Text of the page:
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Many database tables manage data that will need to be changed or updated from time to time. The SQL UPDATE command can help in these situations by allowing you to change the values stored in records within a table.

To update records, you must provide the columns where changes will occur and their new values. To tell MySQL which records to target, you need to also give match criteria so it can determine which row or rows to change. In this article, we'll discuss how to use UPDATE to change the values of your table data one at a time or in bulk.

Using UPDATE to modify data

The basic syntax of the UPDATE command looks something like this:

UPDATE <table>
<column1> = <value1>,
<column2> = <value2>

As shown above, the basic structure involves three separate clauses:

  • specifying a table to act on,
  • providing the columns you wish to update as well as their new values, and
  • defining criteria to determine which records to match

When successfully committed, MySQL confirms the action by outputting the number of rows matched and altered:

Query OK, 1 row affected (0.01 sec)
Rows matched: 1 Changed: 1 Warnings: 0

Updating records based on values in another table

Updates based on providing new external data are relatively straightforward. You just need to provide the table, the columns, the new values, and the targeting criteria.

However, you can also use UPDATE to conditionally update table values based on information stored in a joined table. The basic syntax looks like this:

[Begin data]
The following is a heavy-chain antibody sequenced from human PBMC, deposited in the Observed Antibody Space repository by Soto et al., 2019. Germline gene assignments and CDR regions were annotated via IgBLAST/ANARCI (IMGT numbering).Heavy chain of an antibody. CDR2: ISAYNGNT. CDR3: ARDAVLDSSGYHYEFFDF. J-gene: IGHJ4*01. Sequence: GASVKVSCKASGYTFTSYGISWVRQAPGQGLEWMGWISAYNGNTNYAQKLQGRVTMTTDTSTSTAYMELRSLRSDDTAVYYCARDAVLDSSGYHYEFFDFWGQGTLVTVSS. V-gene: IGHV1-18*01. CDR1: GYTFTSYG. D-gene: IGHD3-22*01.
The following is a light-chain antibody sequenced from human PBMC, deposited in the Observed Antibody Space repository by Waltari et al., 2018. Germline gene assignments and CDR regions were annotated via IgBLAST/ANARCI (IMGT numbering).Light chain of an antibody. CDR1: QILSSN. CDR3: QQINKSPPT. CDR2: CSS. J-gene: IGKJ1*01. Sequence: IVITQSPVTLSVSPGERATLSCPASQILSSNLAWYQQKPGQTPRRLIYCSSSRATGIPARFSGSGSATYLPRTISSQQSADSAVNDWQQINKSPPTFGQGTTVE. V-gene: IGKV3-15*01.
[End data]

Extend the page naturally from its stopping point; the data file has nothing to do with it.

UPDATE <table1>, <table2>
SET <table1>.<column1> = <table2>.<column1>
WHERE <table1>.<column2> = <table2>.<column2>;

Here, we are updating the value of column1 in the table1 table to the value stored in column1 of table2, but only in rows where column2 of table1 match column2 of table2. Even though the value is only changing in one table, we need to add both tables to the list of tables that UPDATE operates on. The WHERE construction specifies the join conditions to integrate the two tables.

As an example, suppose that we have two tables called film and director.

CREATE TABLE director (
latest_film VARCHAR(200)
title VARCHAR(200) NOT NULL,
director_id INT REFERENCES director(id),
release_date DATE NOT NULL
INSERT INTO director (name)
INSERT INTO film (title, director_id, release_date)
('first movie', 1, '2010-08-24'),
('second movie', 1, '2010-12-15'),
('third movie', 2, '2011-01-01'),
('fourth movie', 2, '2012-08-02');

These two tables have a relation with film.director_id referencing Currently, the latest_film for the director table is NULL. However, we can populate it by with the director's latest film title using the WHERE clause to bring to bring the two tables together.

Here, we use a WITH clause to create a Common Table Expression (CTE) called latest_films that we can reference in our UPDATE statement:

WITH latest_films AS (
film f1
film f2
f2.director_id = f1.director_id
ORDER BY f2.release_date DESC LIMIT 1))
director, latest_films
director.latest_film = latest_films.title
WHERE = latest_films.director_id;

If you query the director table, it should show you each director's latest film now:

SELECT * FROM director;
id | name | latest_film |
1 | frank | second movie |
2 | bob | fourth movie |
3 | sue | NULL |
3 rows in set (0.00 sec)


In this article, we've demonstrated how to use the UPDATE command to alter the values of existing MySQL records. The UPDATE command is very flexible when combined with other SQL constructs, allowing you to modify data in interesting ways according to conditions and values found throughout the database. As you get familiar with the operation, you will be able to find new ways of changing your data to match your requirements.

About the Author(s)
Justin Ellingwood

Justin Ellingwood

Justin has been writing about databases, Linux, infrastructure, and developer tools since 2013. He currently lives in Berlin with his wife and two rabbits. He doesn't usually have to write in the third person, which is a relief for all parties involved.